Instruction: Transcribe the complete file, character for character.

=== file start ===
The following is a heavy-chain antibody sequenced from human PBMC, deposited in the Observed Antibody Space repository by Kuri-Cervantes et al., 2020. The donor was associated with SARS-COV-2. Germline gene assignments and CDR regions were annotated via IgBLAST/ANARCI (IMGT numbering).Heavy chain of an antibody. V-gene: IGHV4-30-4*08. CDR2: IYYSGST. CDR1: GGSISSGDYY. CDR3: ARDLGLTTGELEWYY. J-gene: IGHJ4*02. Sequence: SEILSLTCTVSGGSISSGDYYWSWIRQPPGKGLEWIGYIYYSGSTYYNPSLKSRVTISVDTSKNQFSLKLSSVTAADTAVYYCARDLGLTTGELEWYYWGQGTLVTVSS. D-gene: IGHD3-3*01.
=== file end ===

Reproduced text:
The following is a heavy-chain antibody sequenced from human PBMC, deposited in the Observed Antibody Space repository by Kuri-Cervantes et al., 2020. The donor was associated with SARS-COV-2. Germline gene assignments and CDR regions were annotated via IgBLAST/ANARCI (IMGT numbering).Heavy chain of an antibody. V-gene: IGHV4-30-4*08. CDR2: IYYSGST. CDR1: GGSISSGDYY. CDR3: ARDLGLTTGELEWYY. J-gene: IGHJ4*02. Sequence: SEILSLTCTVSGGSISSGDYYWSWIRQPPGKGLEWIGYIYYSGSTYYNPSLKSRVTISVDTSKNQFSLKLSSVTAADTAVYYCARDLGLTTGELEWYYWGQGTLVTVSS. D-gene: IGHD3-3*01.